There is a passage in this book where a scientist tells Gladwell that two different datasets, when graphed, are very similar, and Gladwell pipes in to say that the scientist is not telling us they are related, he's telling is they're the same. And no - no he's not. To sets of data that match up on a graph are not necessarily related at all - remember those folks who think that ozone holes (or whatever) are caused by the rings of Saturn (or whatever) because they follow a similar pattern. Gladwell has essentially argued that correlation is causation - a very serious, if common, logical fallacy.
Gladwell's core idea that breakaway success is almost always an outlier, a confluence of very rare opportunities and lucky breaks, is an important one, and I was happy to be exposed to it. I'm still not sure what his point was. It reads like he thinks it's inspiring, that successful people are not specialer than us, just lucky. But, then, isn't that all the more disheartening? That you cannot be the next Bill Gates? That Bill Gates is only Bill Gates because he was born in a specific place at a specific epoch, and if you're not in the same circumstances it will never happen to you? That second idea isn't irreconcilable with the first, but Gladwell doesn't even engage with it. Instead, he ends with an anecdotal story about his mother, which is very beautifully written, but proves nothing.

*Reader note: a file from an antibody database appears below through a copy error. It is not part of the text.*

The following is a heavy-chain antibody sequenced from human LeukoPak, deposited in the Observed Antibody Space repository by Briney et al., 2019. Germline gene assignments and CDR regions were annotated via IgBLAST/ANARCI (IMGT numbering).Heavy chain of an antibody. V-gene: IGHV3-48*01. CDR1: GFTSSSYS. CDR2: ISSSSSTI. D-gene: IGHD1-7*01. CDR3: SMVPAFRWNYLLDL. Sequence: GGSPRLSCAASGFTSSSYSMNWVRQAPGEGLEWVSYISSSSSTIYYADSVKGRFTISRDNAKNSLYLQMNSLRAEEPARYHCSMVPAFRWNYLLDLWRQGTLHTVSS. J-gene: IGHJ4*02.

So: great writer, great ideas, many of them probably right - but the truths Gladwell is getting at are probably larger and more complex than he realizes. There are probably a lot of causes of plane crashes in Korean airlines, and while Korean culture may be part of it, it's possibly a very small part. Without more info, Malcolm, we just don't know.
(But, thanks to this book, I heard about Anette Lareau's Unequal Childhoods: Class, Race, and Family Life, which offers all the depth about schools and poverty and race that were left out of Gladwell's corresponding chapter. More dryly written, but just infinitely more substantial - and substantiated.)...more